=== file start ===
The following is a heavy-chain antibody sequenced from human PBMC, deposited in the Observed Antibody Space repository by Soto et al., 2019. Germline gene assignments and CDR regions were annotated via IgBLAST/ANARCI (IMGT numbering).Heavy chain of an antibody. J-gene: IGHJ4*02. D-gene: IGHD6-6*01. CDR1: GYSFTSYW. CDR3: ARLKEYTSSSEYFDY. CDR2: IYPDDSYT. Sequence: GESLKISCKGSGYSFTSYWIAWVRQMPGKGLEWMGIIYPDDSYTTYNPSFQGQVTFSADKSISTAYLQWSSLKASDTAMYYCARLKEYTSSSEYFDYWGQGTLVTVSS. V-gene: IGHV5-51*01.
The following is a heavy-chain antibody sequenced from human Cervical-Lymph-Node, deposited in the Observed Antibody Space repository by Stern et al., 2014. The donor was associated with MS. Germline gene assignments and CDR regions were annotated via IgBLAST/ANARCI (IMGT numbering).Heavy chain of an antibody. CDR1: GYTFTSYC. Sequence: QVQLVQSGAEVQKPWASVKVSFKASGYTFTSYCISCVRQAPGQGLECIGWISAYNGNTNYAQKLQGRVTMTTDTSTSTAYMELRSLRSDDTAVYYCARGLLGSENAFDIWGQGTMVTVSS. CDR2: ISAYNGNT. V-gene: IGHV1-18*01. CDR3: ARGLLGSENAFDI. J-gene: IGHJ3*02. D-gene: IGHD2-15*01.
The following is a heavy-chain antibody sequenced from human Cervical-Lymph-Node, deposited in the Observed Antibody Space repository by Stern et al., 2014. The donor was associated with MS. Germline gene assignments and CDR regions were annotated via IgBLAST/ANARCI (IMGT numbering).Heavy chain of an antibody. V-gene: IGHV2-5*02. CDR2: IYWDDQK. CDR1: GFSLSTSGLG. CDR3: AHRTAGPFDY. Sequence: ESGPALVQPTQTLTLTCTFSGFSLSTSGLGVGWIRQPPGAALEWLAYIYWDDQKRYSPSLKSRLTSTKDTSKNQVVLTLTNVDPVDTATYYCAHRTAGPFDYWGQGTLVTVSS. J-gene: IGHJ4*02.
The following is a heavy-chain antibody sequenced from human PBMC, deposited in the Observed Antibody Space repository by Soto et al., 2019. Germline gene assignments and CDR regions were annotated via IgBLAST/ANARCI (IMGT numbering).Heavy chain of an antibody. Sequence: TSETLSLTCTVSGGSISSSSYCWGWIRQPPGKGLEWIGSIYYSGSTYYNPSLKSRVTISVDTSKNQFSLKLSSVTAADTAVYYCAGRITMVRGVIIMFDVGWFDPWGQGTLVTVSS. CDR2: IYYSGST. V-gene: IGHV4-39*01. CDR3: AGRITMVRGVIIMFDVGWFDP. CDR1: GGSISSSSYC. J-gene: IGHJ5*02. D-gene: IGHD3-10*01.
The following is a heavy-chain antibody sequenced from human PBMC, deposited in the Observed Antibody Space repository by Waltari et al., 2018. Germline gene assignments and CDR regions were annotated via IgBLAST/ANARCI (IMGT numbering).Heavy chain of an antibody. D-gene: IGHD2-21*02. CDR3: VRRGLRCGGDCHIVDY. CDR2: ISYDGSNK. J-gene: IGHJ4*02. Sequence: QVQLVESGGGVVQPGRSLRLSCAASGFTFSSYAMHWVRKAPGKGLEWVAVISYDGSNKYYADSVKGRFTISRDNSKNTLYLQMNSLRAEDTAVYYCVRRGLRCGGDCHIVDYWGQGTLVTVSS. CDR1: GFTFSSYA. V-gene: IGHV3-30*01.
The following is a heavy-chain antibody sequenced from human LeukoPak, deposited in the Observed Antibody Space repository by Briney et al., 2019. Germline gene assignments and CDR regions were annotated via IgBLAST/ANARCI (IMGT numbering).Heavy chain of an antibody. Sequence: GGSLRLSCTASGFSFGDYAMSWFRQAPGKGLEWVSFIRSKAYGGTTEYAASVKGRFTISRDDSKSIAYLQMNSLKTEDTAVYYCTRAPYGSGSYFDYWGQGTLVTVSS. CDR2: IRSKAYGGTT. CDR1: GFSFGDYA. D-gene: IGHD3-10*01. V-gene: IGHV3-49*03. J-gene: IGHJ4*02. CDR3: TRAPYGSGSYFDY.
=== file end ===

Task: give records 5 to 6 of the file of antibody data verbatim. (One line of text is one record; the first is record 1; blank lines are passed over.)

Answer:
The following is a heavy-chain antibody sequenced from human PBMC, deposited in the Observed Antibody Space repository by Waltari et al., 2018. Germline gene assignments and CDR regions were annotated via IgBLAST/ANARCI (IMGT numbering).Heavy chain of an antibody. D-gene: IGHD2-21*02. CDR3: VRRGLRCGGDCHIVDY. CDR2: ISYDGSNK. J-gene: IGHJ4*02. Sequence: QVQLVESGGGVVQPGRSLRLSCAASGFTFSSYAMHWVRKAPGKGLEWVAVISYDGSNKYYADSVKGRFTISRDNSKNTLYLQMNSLRAEDTAVYYCVRRGLRCGGDCHIVDYWGQGTLVTVSS. CDR1: GFTFSSYA. V-gene: IGHV3-30*01.
The following is a heavy-chain antibody sequenced from human LeukoPak, deposited in the Observed Antibody Space repository by Briney et al., 2019. Germline gene assignments and CDR regions were annotated via IgBLAST/ANARCI (IMGT numbering).Heavy chain of an antibody. Sequence: GGSLRLSCTASGFSFGDYAMSWFRQAPGKGLEWVSFIRSKAYGGTTEYAASVKGRFTISRDDSKSIAYLQMNSLKTEDTAVYYCTRAPYGSGSYFDYWGQGTLVTVSS. CDR2: IRSKAYGGTT. CDR1: GFSFGDYA. D-gene: IGHD3-10*01. V-gene: IGHV3-49*03. J-gene: IGHJ4*02. CDR3: TRAPYGSGSYFDY.